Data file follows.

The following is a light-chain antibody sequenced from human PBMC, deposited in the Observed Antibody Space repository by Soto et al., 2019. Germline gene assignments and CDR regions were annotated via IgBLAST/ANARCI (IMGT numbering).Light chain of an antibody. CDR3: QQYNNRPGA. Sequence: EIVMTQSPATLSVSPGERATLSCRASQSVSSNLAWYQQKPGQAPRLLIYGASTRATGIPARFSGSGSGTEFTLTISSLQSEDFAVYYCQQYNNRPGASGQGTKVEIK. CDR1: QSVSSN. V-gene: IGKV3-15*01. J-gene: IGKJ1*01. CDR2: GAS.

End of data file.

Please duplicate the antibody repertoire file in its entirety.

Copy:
The following is a light-chain antibody sequenced from human PBMC, deposited in the Observed Antibody Space repository by Soto et al., 2019. Germline gene assignments and CDR regions were annotated via IgBLAST/ANARCI (IMGT numbering).Light chain of an antibody. CDR3: QQYNNRPGA. Sequence: EIVMTQSPATLSVSPGERATLSCRASQSVSSNLAWYQQKPGQAPRLLIYGASTRATGIPARFSGSGSGTEFTLTISSLQSEDFAVYYCQQYNNRPGASGQGTKVEIK. CDR1: QSVSSN. V-gene: IGKV3-15*01. J-gene: IGKJ1*01. CDR2: GAS.